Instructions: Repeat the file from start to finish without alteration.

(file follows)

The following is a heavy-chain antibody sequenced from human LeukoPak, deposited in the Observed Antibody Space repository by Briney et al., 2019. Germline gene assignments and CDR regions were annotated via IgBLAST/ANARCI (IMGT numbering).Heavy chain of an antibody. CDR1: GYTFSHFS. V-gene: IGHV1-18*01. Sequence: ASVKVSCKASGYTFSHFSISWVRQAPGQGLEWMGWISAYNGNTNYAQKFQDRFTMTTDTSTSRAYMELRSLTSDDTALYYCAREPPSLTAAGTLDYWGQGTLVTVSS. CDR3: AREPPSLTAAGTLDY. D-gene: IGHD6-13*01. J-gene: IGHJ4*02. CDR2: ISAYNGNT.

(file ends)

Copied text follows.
The following is a heavy-chain antibody sequenced from human LeukoPak, deposited in the Observed Antibody Space repository by Briney et al., 2019. Germline gene assignments and CDR regions were annotated via IgBLAST/ANARCI (IMGT numbering).Heavy chain of an antibody. CDR1: GYTFSHFS. V-gene: IGHV1-18*01. Sequence: ASVKVSCKASGYTFSHFSISWVRQAPGQGLEWMGWISAYNGNTNYAQKFQDRFTMTTDTSTSRAYMELRSLTSDDTALYYCAREPPSLTAAGTLDYWGQGTLVTVSS. CDR3: AREPPSLTAAGTLDY. D-gene: IGHD6-13*01. J-gene: IGHJ4*02. CDR2: ISAYNGNT.